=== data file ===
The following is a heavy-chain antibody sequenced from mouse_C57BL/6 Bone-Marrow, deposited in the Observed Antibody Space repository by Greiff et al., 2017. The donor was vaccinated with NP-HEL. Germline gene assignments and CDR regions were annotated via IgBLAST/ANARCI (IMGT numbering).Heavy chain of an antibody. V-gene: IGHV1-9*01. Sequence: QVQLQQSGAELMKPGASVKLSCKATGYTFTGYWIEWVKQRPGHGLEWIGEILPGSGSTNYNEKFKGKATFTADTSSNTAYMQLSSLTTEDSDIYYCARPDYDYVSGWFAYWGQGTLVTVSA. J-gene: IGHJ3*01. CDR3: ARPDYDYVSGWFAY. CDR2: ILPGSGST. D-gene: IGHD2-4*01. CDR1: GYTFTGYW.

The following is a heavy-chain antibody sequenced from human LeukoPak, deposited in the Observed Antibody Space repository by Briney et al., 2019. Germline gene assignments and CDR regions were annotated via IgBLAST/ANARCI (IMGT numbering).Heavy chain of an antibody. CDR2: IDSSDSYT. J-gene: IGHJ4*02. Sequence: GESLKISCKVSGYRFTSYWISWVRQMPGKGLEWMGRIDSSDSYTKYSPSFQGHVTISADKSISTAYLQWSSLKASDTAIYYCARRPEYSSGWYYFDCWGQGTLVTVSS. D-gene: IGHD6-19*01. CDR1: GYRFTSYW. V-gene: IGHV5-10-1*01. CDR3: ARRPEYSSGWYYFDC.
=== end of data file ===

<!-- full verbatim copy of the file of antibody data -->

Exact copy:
The following is a heavy-chain antibody sequenced from mouse_C57BL/6 Bone-Marrow, deposited in the Observed Antibody Space repository by Greiff et al., 2017. The donor was vaccinated with NP-HEL. Germline gene assignments and CDR regions were annotated via IgBLAST/ANARCI (IMGT numbering).Heavy chain of an antibody. V-gene: IGHV1-9*01. Sequence: QVQLQQSGAELMKPGASVKLSCKATGYTFTGYWIEWVKQRPGHGLEWIGEILPGSGSTNYNEKFKGKATFTADTSSNTAYMQLSSLTTEDSDIYYCARPDYDYVSGWFAYWGQGTLVTVSA. J-gene: IGHJ3*01. CDR3: ARPDYDYVSGWFAY. CDR2: ILPGSGST. D-gene: IGHD2-4*01. CDR1: GYTFTGYW.

The following is a heavy-chain antibody sequenced from human LeukoPak, deposited in the Observed Antibody Space repository by Briney et al., 2019. Germline gene assignments and CDR regions were annotated via IgBLAST/ANARCI (IMGT numbering).Heavy chain of an antibody. CDR2: IDSSDSYT. J-gene: IGHJ4*02. Sequence: GESLKISCKVSGYRFTSYWISWVRQMPGKGLEWMGRIDSSDSYTKYSPSFQGHVTISADKSISTAYLQWSSLKASDTAIYYCARRPEYSSGWYYFDCWGQGTLVTVSS. D-gene: IGHD6-19*01. CDR1: GYRFTSYW. V-gene: IGHV5-10-1*01. CDR3: ARRPEYSSGWYYFDC.